<div class="ubbcode-block"><div class="ubbcode-header">Originally Posted By: eg8r</div><div class="ubbcode-body"><div class="ubbcode-block"><div class="ubbcode-header">Quote:</div><div class="ubbcode-body">Florida's Republican Governor Rick Scott will soon be hit with legal challenges over his decision to make drug tests mandatory for all state workers, an American Civil Liberties Union official said on Monday.
</div></div>Who here believes government workers should not have to be drug free employees?

eg8r </div></div>

It's a balancing test between 4th amendment rights and government employment.

If Scott could show there is some general drug problem, or even if limited, some severe result to government's purposes from that limited drug problem, then he'd begin to be able to push down on the balancing test for his position and make a case.

However, there has been no such showing, this testing will cost in the $10s of millions of dollars, at least, and this state like many is struggling with large deficits.

It's purely a political move to please his base, which also impinges on 4th amendment rights AND costs a lotta money. (Note, this is NOT only for health and safety workers, those who drive on the job, or others for whom drugs could cause clear and imminent dangers and liabilities for the state. This includes people whose 'heavy equipment' during working hours consists of computer keyboards.)

eg8r
03-30-2011, 07:42 AM
But you are avoiding my question...

eg8r

pooltchr
03-30-2011, 12:24 PM
Of course he is. There is no way they can justify not wanting our government (taxpayer paid) employees to be drug free.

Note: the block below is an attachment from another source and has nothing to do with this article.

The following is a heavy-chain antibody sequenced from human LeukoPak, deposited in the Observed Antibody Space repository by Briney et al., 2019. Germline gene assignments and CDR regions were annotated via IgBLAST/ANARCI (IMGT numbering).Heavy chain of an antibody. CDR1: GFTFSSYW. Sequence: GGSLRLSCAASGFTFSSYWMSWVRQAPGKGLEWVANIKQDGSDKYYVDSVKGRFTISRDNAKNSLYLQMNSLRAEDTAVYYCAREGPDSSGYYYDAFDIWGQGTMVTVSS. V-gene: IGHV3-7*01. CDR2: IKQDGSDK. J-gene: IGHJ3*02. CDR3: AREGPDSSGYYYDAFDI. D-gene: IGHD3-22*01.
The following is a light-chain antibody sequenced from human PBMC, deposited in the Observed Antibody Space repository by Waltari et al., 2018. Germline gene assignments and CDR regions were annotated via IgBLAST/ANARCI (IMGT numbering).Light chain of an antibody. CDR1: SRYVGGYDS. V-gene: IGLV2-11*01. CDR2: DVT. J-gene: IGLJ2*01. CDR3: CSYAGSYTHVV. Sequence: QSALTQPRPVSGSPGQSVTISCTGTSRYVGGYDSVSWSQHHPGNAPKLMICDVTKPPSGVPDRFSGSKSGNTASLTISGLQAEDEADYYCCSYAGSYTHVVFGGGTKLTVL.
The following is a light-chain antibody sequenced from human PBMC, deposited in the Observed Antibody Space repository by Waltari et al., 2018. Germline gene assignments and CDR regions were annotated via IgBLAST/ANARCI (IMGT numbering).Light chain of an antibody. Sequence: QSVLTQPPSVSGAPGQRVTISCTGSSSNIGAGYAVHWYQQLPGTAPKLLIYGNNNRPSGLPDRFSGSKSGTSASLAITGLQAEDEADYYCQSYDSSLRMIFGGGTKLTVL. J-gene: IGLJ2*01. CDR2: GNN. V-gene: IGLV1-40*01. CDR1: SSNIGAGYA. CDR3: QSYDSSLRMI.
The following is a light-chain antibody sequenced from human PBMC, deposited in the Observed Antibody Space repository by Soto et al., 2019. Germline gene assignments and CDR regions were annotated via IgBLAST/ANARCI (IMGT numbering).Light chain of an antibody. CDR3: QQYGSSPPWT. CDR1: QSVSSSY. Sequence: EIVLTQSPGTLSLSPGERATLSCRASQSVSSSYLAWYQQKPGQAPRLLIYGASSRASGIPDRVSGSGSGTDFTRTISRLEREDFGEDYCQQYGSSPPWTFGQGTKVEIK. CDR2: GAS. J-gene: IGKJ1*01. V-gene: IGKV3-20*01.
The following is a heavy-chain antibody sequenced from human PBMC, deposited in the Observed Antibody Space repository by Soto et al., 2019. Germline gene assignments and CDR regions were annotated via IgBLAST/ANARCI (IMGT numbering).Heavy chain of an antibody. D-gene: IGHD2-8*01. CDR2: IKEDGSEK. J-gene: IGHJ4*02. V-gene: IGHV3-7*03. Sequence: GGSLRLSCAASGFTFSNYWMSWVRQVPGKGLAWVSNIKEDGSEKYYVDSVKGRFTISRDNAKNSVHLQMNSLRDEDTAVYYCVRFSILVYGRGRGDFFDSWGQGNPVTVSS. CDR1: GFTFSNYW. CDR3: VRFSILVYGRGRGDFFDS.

Personally, I don't care if the employee is a janator or a bus driver...if I am paying them to do a job, and they are coming to work stoned, I want them out of there!

Steve

Soflasnapper
03-30-2011, 04:50 PM
<div class="ubbcode-block"><div class="ubbcode-header">Originally Posted By: eg8r</div><div class="ubbcode-body">But you are avoiding my question...

eg8r </div></div>

Nobody working for the government ought to be on drugs at the workplace. Any reasonable cause for suspicion that such a worker is ON DRUGS AT THE JOB should be looked into.

Absent reasonable cause, and as simply a general principle, you are doing something that is invasive of privacy, costly to the public, and without any demonstration that public interests are being addressed in a sensible way.

For health and safety workers, fireman and police and EMTs, people who drive vehicles on their state duties, etc., there is a prima facia reason to randomly test without probable cause.

Otherwise, my opinion is that if you're not bringing drugs to the workplace (in or out of your body), selling drugs, impaired from the use of drugs at home away from the workplace but still impaired at work, etc., a broadly cast net over everyone, almost none of whom are under reasonable suspicion, is going too far.

Likewise, we might also say we don't want state employees selling drugs at the workplace. Would you then support random required permission to search their private cars, and/or their private homes, so as to perform hundreds of thousands of costly searches, without any reason, but at a large cost?

Somehow you want to invade their very bodies, which have the greatest privacy-- wouldn't you then have to agree to require searching all of their cars and homes periodically?

pooltchr
03-30-2011, 05:03 PM
I'm guessing you haven't been in the job market lately. Go on one of the job boards and check out the jobs. It is normal in applying for a job to sign a waiver authorizing the potential employer to run a background check, credit check, and require pre-employment drug screening.

If this is prudent in pre-employment situations, why would it not be prudent to do random testing of employees after they are already employed?

Random testing does not have to be a huge expense. The term ramdom means not everyone will be tested. I used to be subject to random testing. Every month, HR would send a list of 3 or 4 names and we would send those employees for their test. Funny story, one day, rather than sending me the list, the HR rep showed up with it in person. Seems they wouldn't e-mail the list to a manager, if that manager's name was on the list!

Steve